With this implication, if there is a case where iron deficiency anemia is true and amenorrhea is false then the implication is false. But, implication is not the same reasoning process as probabilistic cause (see note below). We do not derive our causal associations and structures from single cases and logical implications.

For example:

If cigarette smoke, then lung cancer

With this implication a single case of a smoker without lung cancer would be a false implication. But the probabilistic case for cigarette smoke as a cause of lung cancer overwhelms such single case evidence.

My point is this - while it is easy to see that implication and probabilistic cause are different - we must be cautious of using implication to rule out a possible cause, just as we must be cautious of using a single case to justify a belief in a causal association.

A model that unfolds the hypothesis across time (just one time step) might look like this:

dagitty-model (3).png

Here anemia influences menstruation, which then influences RBC demand, which then influences future states of anemia. Sorting this rather complex situation out experimentally would be equally complicated. But the answer to the question I posed would require such a set of experiments rather than the use of logical implication.

We must use logic to help us identify the definite, the possible and the impossible. But we must be wary of using logic incorrectly to falsely achieve one of these states of knowledge and thus shutting down an area of investigation.

Note: By probabilistic cause I mean this definition given by Wikipedia: “Probabilistic causation designates a group of philosophical theories that aim to characterize the relationship between cause and effect using the tools of probability theory. The central idea behind these theories is that causes raise the probabilities of their effects, all else being equal.”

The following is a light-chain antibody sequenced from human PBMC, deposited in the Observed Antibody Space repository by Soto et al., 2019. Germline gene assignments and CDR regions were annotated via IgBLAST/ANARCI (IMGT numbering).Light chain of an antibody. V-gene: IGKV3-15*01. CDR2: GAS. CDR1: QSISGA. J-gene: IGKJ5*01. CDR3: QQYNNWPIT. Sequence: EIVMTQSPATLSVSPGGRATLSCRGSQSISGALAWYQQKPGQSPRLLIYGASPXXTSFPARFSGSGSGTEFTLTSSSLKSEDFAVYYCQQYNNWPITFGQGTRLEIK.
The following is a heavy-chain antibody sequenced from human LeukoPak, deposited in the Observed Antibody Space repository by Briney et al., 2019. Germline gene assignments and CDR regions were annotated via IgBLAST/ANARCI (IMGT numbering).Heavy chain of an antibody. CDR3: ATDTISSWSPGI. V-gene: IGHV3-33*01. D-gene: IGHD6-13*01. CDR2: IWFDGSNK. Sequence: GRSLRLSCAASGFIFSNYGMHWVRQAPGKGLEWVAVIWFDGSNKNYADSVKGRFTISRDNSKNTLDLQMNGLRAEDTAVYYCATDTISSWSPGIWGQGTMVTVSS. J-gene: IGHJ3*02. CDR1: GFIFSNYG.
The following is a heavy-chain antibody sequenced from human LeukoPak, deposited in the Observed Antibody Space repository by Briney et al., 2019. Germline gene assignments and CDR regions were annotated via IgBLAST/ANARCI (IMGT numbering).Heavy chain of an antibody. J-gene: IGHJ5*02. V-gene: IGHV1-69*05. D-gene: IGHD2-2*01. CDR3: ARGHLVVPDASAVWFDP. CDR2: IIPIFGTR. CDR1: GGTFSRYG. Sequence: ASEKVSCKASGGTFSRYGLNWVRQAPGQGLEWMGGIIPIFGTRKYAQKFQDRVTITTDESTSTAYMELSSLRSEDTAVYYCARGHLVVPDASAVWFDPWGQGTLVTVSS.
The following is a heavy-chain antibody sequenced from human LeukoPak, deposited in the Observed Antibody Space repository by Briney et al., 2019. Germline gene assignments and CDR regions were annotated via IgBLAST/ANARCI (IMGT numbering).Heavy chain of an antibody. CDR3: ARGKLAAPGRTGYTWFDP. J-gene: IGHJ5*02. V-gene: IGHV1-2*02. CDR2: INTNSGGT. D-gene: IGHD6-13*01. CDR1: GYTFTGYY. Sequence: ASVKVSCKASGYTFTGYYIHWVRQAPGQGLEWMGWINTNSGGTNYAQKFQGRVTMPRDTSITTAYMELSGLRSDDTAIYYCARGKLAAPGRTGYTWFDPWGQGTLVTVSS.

This is similar - but not identical - to what I have previously presented as possible cause. In a knowledge based practice system, Probabilistic cause is one way of identifying causal associations. Whereas possible cause is about the mechanisms at play in the phenomenon under investigation. Possible cause can be known through probabilistic cause. The probability distributions in such a situation are influenced by the distribution of the possible causal mechanisms AND the inherent error including the unknown and unmeasured (latent) variables of the full causal system. But even many definite causes are known through probabilistic cause. With a definite cause the probability distributions are influenced by the distribution of the inherent error including the unknown and unmeasured (latent) variables of the full causal system, and NOT due to the causal mechanisms themselves. This statement is basically saying that even with determinant mechanistic systems we tend to use probabilistic cause to come to know the causal structure. I believe this is particularly true in the human sciences, and increases in importance with the complexity of the causal structure under inquiry.